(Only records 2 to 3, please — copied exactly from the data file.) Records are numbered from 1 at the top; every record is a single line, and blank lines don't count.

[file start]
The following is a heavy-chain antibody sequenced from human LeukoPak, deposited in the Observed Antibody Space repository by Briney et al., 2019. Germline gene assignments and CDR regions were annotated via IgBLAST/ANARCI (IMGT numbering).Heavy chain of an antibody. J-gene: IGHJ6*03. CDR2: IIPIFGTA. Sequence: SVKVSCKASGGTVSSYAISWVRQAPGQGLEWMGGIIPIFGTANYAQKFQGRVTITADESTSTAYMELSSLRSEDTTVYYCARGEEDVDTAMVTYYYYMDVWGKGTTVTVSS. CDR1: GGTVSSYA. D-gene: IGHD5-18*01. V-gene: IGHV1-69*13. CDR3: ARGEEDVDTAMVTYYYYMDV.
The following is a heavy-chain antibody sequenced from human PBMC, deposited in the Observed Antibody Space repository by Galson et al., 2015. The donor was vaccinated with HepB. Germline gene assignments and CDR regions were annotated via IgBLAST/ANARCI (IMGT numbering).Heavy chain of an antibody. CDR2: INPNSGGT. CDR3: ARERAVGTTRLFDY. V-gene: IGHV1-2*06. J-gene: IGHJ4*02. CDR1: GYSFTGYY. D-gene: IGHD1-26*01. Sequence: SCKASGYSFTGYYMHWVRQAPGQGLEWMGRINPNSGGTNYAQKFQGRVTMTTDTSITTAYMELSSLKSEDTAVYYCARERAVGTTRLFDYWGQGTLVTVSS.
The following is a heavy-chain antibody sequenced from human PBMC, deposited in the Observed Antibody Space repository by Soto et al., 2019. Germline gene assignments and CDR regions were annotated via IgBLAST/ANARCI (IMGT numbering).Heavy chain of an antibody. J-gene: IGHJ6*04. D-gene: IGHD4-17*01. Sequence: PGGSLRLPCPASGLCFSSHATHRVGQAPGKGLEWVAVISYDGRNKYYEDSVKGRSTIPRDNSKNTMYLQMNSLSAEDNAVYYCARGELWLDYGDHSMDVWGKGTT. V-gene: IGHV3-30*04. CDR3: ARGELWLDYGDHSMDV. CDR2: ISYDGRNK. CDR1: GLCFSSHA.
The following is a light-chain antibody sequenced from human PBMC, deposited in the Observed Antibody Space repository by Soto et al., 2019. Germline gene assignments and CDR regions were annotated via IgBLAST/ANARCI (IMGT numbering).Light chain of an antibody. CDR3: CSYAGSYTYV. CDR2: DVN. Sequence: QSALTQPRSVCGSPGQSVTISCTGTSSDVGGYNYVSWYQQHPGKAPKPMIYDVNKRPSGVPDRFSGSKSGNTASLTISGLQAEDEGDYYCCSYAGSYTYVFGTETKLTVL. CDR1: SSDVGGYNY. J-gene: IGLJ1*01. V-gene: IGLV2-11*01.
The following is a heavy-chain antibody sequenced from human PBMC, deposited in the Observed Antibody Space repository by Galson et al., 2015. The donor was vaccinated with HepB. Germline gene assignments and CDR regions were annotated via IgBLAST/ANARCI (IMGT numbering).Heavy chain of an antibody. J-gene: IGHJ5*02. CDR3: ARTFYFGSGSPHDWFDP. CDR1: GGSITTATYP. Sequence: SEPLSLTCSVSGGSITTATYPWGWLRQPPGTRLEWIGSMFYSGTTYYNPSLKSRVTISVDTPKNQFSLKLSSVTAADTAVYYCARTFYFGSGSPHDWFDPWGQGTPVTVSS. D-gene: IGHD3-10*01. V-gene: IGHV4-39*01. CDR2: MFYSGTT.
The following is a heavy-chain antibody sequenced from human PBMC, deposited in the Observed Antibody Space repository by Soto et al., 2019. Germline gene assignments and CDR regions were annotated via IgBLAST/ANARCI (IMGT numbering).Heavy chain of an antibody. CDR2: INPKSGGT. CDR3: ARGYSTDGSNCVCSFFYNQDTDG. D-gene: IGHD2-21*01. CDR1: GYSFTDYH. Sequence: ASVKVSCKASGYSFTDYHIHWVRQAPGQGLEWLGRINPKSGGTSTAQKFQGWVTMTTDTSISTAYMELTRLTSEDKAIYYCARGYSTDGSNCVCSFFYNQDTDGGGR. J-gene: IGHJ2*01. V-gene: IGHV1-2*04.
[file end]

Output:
The following is a heavy-chain antibody sequenced from human PBMC, deposited in the Observed Antibody Space repository by Galson et al., 2015. The donor was vaccinated with HepB. Germline gene assignments and CDR regions were annotated via IgBLAST/ANARCI (IMGT numbering).Heavy chain of an antibody. CDR2: INPNSGGT. CDR3: ARERAVGTTRLFDY. V-gene: IGHV1-2*06. J-gene: IGHJ4*02. CDR1: GYSFTGYY. D-gene: IGHD1-26*01. Sequence: SCKASGYSFTGYYMHWVRQAPGQGLEWMGRINPNSGGTNYAQKFQGRVTMTTDTSITTAYMELSSLKSEDTAVYYCARERAVGTTRLFDYWGQGTLVTVSS.
The following is a heavy-chain antibody sequenced from human PBMC, deposited in the Observed Antibody Space repository by Soto et al., 2019. Germline gene assignments and CDR regions were annotated via IgBLAST/ANARCI (IMGT numbering).Heavy chain of an antibody. J-gene: IGHJ6*04. D-gene: IGHD4-17*01. Sequence: PGGSLRLPCPASGLCFSSHATHRVGQAPGKGLEWVAVISYDGRNKYYEDSVKGRSTIPRDNSKNTMYLQMNSLSAEDNAVYYCARGELWLDYGDHSMDVWGKGTT. V-gene: IGHV3-30*04. CDR3: ARGELWLDYGDHSMDV. CDR2: ISYDGRNK. CDR1: GLCFSSHA.